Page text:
This past spring saw major flooding across 11 states affecting 14 million people, with 49 United States Geological Survey gauges measuring more water this year than at any time in the past 20 years. This is having a pronounced effect even months later, with ripples for farmers and the economies of the regions, but all that agricultural runoff and chemical fertilizers are causing a dead zone — one with too little oxygen to support fish and marine life — the size of New Hampshire, 8,717 square miles.
Feel It In My Bones
The science is in, people, and skeletons literally make you scared. They are biologically spook-inducing. A new study finds that bones play a role in reacting to stressors, with the skeleton releasing osteocalcin in reaction to a danger, which in turn shuts down the rest-and-digest nervous system functions and allows the rest of the body to get on with the whole fight or flight jam. They determined this by scaring the hell out of rats and finding that osteocalcin levels spiked right after something freaked them out, rising 50 percent after they were restrained, 150 percent after getting shocked on their feet, and in humans after they had to do a speech in public or get stressfully cross-examined. When they were exposed to the smell of fox urine, the mice’s bones reacted instantly with osteocalcin, and the humans presumably said, “gross, dude, what?”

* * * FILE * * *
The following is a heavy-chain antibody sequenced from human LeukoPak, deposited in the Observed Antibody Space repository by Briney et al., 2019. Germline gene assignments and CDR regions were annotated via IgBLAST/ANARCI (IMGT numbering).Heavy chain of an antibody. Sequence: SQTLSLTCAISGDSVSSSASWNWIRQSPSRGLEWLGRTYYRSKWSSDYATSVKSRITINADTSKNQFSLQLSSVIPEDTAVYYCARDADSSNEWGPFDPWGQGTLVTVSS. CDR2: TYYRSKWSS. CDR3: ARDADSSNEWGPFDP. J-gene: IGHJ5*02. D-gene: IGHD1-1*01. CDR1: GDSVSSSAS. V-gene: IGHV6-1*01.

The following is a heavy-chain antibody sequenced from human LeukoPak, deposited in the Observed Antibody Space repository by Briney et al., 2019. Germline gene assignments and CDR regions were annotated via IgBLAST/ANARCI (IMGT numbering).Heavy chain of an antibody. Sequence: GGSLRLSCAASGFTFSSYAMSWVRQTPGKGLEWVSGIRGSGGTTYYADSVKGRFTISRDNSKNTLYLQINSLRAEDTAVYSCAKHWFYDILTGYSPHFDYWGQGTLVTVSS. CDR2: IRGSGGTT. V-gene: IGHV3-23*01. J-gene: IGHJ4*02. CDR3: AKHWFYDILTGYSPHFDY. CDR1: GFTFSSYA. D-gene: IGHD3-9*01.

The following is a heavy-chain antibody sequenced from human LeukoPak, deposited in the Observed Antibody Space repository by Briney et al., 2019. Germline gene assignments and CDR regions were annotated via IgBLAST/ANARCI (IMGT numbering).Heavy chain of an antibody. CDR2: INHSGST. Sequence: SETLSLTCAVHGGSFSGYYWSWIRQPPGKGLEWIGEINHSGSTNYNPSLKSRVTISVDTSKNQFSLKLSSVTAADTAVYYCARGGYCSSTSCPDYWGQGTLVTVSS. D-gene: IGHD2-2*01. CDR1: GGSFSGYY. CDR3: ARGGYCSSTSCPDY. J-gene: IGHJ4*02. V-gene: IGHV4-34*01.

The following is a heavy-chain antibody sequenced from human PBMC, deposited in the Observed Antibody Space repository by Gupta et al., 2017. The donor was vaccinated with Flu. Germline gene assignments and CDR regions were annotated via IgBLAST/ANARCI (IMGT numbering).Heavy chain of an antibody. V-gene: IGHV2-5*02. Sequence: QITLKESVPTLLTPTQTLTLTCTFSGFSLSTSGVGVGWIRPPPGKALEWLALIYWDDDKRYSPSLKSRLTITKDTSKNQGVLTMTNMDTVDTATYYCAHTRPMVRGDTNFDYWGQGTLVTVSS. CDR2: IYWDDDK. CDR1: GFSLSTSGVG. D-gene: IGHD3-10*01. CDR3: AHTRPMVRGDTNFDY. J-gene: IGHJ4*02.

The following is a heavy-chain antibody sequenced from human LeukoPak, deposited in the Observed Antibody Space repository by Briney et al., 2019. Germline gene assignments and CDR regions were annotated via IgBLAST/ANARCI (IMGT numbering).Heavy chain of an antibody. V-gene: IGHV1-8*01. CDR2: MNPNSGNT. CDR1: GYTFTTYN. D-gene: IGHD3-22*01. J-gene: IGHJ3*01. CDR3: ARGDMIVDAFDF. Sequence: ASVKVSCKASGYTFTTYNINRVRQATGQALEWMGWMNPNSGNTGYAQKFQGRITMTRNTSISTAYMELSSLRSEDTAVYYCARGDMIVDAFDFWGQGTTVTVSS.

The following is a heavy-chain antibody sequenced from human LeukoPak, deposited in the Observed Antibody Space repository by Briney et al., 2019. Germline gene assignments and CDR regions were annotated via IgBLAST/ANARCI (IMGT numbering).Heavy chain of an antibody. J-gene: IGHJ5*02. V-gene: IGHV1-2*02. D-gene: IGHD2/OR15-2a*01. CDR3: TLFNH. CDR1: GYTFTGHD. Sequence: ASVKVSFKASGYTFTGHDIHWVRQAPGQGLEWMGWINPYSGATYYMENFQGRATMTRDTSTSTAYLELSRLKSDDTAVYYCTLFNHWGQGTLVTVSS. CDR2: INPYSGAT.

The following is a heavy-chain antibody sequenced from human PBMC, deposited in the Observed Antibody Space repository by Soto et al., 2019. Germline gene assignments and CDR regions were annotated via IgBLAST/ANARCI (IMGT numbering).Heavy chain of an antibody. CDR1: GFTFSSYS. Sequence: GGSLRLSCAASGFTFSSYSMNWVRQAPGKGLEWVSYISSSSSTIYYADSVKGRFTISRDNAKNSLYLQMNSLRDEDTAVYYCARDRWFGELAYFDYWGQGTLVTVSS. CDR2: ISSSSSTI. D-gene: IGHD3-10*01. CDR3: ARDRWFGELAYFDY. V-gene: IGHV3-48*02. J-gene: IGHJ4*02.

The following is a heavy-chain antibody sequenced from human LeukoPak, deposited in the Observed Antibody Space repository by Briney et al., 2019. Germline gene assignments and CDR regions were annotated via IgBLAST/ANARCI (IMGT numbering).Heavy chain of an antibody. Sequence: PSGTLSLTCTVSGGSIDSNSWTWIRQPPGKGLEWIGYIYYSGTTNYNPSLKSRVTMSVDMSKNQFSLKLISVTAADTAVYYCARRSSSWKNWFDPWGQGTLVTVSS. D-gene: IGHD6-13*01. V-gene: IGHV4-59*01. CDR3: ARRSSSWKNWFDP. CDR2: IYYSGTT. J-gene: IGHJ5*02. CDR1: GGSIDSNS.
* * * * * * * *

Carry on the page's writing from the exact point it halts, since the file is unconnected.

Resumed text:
The global market for hearing aids is expected to hit $12 billion annually over the next six years, in part thanks to aging Boomers fueling a rise in usage, but also because the hearing aid industry is functionally an oligopoly. There are only six companies that actually manufacture hearing aids, and their pricing (high) and imitation of one another (also high) meant that as a group in the 2000s all of them phased out analog hearing aids and pushed digital hearing aids. A quarter of hearing aid users are not satisfied with the sound produced by their devices, and given that they cost $2,500 for a single device (and most users need two) that’s a high level of product dissatisfaction for such a pricey product. Despite being preferred, none of the six companies that control the business are breaking ranks to introduce the older analogs.